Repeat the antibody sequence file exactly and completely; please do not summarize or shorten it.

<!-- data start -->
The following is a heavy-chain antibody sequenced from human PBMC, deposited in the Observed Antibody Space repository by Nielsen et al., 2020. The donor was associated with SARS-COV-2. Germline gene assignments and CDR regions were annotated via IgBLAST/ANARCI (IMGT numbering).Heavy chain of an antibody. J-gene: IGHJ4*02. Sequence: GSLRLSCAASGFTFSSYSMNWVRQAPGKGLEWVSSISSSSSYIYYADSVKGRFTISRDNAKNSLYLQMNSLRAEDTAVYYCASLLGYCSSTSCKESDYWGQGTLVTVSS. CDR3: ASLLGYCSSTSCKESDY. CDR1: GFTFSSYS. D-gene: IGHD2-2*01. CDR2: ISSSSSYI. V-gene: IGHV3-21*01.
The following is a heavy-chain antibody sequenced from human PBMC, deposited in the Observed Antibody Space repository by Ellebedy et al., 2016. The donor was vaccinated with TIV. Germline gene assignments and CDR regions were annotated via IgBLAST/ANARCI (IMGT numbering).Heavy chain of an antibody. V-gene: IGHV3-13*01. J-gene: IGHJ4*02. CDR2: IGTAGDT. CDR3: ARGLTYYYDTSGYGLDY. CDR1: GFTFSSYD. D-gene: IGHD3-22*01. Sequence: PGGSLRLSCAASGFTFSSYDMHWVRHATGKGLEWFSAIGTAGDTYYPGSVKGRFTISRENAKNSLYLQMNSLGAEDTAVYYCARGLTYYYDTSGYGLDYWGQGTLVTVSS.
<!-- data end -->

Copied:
The following is a heavy-chain antibody sequenced from human PBMC, deposited in the Observed Antibody Space repository by Nielsen et al., 2020. The donor was associated with SARS-COV-2. Germline gene assignments and CDR regions were annotated via IgBLAST/ANARCI (IMGT numbering).Heavy chain of an antibody. J-gene: IGHJ4*02. Sequence: GSLRLSCAASGFTFSSYSMNWVRQAPGKGLEWVSSISSSSSYIYYADSVKGRFTISRDNAKNSLYLQMNSLRAEDTAVYYCASLLGYCSSTSCKESDYWGQGTLVTVSS. CDR3: ASLLGYCSSTSCKESDY. CDR1: GFTFSSYS. D-gene: IGHD2-2*01. CDR2: ISSSSSYI. V-gene: IGHV3-21*01.
The following is a heavy-chain antibody sequenced from human PBMC, deposited in the Observed Antibody Space repository by Ellebedy et al., 2016. The donor was vaccinated with TIV. Germline gene assignments and CDR regions were annotated via IgBLAST/ANARCI (IMGT numbering).Heavy chain of an antibody. V-gene: IGHV3-13*01. J-gene: IGHJ4*02. CDR2: IGTAGDT. CDR3: ARGLTYYYDTSGYGLDY. CDR1: GFTFSSYD. D-gene: IGHD3-22*01. Sequence: PGGSLRLSCAASGFTFSSYDMHWVRHATGKGLEWFSAIGTAGDTYYPGSVKGRFTISRENAKNSLYLQMNSLGAEDTAVYYCARGLTYYYDTSGYGLDYWGQGTLVTVSS.